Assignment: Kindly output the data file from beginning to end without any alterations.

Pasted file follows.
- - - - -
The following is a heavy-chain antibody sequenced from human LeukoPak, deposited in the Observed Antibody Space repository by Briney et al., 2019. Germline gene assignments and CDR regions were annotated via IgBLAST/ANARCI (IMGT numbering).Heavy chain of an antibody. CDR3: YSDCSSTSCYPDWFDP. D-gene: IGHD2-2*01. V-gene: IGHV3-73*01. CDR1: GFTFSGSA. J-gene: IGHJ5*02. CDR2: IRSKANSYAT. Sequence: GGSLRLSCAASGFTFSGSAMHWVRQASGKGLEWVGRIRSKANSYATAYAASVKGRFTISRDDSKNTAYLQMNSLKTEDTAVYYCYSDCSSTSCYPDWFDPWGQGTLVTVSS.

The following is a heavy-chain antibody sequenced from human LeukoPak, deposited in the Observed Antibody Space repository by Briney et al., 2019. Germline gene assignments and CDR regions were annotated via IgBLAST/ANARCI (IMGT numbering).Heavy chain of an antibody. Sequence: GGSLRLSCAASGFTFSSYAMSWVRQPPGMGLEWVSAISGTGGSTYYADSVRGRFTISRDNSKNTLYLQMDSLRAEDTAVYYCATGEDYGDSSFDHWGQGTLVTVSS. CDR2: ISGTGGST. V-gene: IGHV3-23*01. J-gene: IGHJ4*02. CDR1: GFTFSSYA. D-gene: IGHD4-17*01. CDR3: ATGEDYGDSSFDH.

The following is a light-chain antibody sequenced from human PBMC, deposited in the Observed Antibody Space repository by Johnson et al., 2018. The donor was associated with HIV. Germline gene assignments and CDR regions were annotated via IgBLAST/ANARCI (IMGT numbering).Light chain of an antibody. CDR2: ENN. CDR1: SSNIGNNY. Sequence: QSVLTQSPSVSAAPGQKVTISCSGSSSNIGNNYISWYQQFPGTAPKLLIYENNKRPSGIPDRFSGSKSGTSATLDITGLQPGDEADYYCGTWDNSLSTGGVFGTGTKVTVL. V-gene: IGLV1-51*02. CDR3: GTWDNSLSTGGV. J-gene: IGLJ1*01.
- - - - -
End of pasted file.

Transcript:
The following is a heavy-chain antibody sequenced from human LeukoPak, deposited in the Observed Antibody Space repository by Briney et al., 2019. Germline gene assignments and CDR regions were annotated via IgBLAST/ANARCI (IMGT numbering).Heavy chain of an antibody. CDR3: YSDCSSTSCYPDWFDP. D-gene: IGHD2-2*01. V-gene: IGHV3-73*01. CDR1: GFTFSGSA. J-gene: IGHJ5*02. CDR2: IRSKANSYAT. Sequence: GGSLRLSCAASGFTFSGSAMHWVRQASGKGLEWVGRIRSKANSYATAYAASVKGRFTISRDDSKNTAYLQMNSLKTEDTAVYYCYSDCSSTSCYPDWFDPWGQGTLVTVSS.

The following is a heavy-chain antibody sequenced from human LeukoPak, deposited in the Observed Antibody Space repository by Briney et al., 2019. Germline gene assignments and CDR regions were annotated via IgBLAST/ANARCI (IMGT numbering).Heavy chain of an antibody. Sequence: GGSLRLSCAASGFTFSSYAMSWVRQPPGMGLEWVSAISGTGGSTYYADSVRGRFTISRDNSKNTLYLQMDSLRAEDTAVYYCATGEDYGDSSFDHWGQGTLVTVSS. CDR2: ISGTGGST. V-gene: IGHV3-23*01. J-gene: IGHJ4*02. CDR1: GFTFSSYA. D-gene: IGHD4-17*01. CDR3: ATGEDYGDSSFDH.

The following is a light-chain antibody sequenced from human PBMC, deposited in the Observed Antibody Space repository by Johnson et al., 2018. The donor was associated with HIV. Germline gene assignments and CDR regions were annotated via IgBLAST/ANARCI (IMGT numbering).Light chain of an antibody. CDR2: ENN. CDR1: SSNIGNNY. Sequence: QSVLTQSPSVSAAPGQKVTISCSGSSSNIGNNYISWYQQFPGTAPKLLIYENNKRPSGIPDRFSGSKSGTSATLDITGLQPGDEADYYCGTWDNSLSTGGVFGTGTKVTVL. V-gene: IGLV1-51*02. CDR3: GTWDNSLSTGGV. J-gene: IGLJ1*01.